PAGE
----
APRN - Advanced practice RNs. These are RNs who have continued their education to a master's or doctorate in a particular specialty area and by doing so have increased their legal scope of practice. APRN  These providers practice medicine under their own licenses, and in most states do not require supervision of a physician to practice. The financial advantages of having a DNP versus an MD in roles that do not require the scope of practice of a physician are the same as those for hiring an LPN versus an RN. In the past, a Master's degree was the minimal educational requirement in most states for a Nurse Practitioner (APRN). Many states have changed that requirement to a doctorate, and there has been a push to make this a national requirement. So the Nurse Practitioner who sees you at the clinic may well be Doctor Nurse! This is similar to the change in requirements for pharmacists, who are now required to have a doctorate as well.

PA - Physician Assistant. PAs are masters degree trained medical providers who attend a specialized Physician Assistant program. PAs work under the supervision of a physician, and are frequently found in the same settings that you would find Nurse Practitioners. The primary difference between the two is that an NP can diagnose and treat without the supervision of a physician.

 DO - Doctor of Osteopathy. A Doctor of Osteopathy is a physician who has received their degree in medicine from a School of Osteopathic Medicine. They are licensed in each state as physicians and have the same scope of practice as MDs. DOs primarily see their practice as different from traditional medicine in the emphasis on a holistic patient-centered, versus disease-centered focus. An example: Oregon License Definitions Note that the scope of practice in Oregon is identical to that of an MD, with the addition of musculoskeletal manipulation.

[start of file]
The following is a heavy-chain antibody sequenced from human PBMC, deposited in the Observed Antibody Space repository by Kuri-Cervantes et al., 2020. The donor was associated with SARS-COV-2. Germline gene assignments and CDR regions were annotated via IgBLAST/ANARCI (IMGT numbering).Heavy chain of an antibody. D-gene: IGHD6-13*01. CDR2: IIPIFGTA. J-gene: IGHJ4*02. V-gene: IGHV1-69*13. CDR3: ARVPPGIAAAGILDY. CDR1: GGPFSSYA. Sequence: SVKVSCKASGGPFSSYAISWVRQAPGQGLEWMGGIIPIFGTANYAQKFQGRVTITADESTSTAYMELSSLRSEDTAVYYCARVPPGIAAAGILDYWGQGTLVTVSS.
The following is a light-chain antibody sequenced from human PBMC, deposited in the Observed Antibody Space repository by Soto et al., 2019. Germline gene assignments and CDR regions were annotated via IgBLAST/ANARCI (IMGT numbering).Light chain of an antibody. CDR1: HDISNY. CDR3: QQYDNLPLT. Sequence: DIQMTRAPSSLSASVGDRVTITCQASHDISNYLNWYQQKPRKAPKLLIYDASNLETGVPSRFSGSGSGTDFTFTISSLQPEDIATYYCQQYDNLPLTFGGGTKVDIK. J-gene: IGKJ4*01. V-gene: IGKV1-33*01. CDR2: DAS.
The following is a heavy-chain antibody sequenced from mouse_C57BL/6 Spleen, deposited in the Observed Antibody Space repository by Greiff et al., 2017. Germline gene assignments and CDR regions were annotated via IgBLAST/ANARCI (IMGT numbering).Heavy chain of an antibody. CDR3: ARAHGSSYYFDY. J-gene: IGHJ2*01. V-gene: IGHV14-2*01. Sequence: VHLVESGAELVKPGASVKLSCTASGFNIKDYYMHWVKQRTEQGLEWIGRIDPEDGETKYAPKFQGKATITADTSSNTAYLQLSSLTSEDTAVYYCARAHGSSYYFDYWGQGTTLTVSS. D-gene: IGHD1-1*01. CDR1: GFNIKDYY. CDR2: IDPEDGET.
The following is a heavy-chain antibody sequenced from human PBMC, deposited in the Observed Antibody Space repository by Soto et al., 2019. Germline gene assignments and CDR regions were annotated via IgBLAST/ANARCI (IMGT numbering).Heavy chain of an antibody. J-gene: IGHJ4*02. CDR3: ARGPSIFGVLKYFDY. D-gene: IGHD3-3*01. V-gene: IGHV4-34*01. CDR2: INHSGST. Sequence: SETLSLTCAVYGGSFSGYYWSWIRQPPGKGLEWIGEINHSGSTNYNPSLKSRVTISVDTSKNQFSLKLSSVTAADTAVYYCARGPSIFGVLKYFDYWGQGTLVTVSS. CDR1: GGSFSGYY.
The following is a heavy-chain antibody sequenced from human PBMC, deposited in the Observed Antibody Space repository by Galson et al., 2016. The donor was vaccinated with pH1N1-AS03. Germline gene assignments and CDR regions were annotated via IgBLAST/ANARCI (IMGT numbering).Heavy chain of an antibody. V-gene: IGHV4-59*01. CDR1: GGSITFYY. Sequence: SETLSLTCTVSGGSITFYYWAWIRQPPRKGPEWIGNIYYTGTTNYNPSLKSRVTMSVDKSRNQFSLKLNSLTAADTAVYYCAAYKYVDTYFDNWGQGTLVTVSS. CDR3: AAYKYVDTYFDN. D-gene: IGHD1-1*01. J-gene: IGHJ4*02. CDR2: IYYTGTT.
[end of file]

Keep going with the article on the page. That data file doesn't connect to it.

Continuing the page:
MD - A licensed Doctor of Medicine, graduate of an accredited medical program and licensed by the state to practice medicine. May be found anywhere medicine is practiced. There are a vast number of specialties of medicine. A couple that regularly confuse people are Internist (a doctor with advanced training in Internal Medicine) and Intern (a medical doctor who is doing their clinical training for their licensure). Hospitalist - this is a fairly new specialty, physicians who specialize in treating patients who are hospitalized, coordinating all the specialties involved and ensuring that the patient is followed appropriately after discharge. Note that it is also illegal to impersonate a physician!

***Disclaimer: The above are the opinions and research of myself, a retired nurse. None of the above constitutes medical advice or definitive anything, is representative of the US, et cetera ad nauseum. Consult your local state medical board or nursing board for definitions, limitations, requirements and scope of practice.

NOT Nurse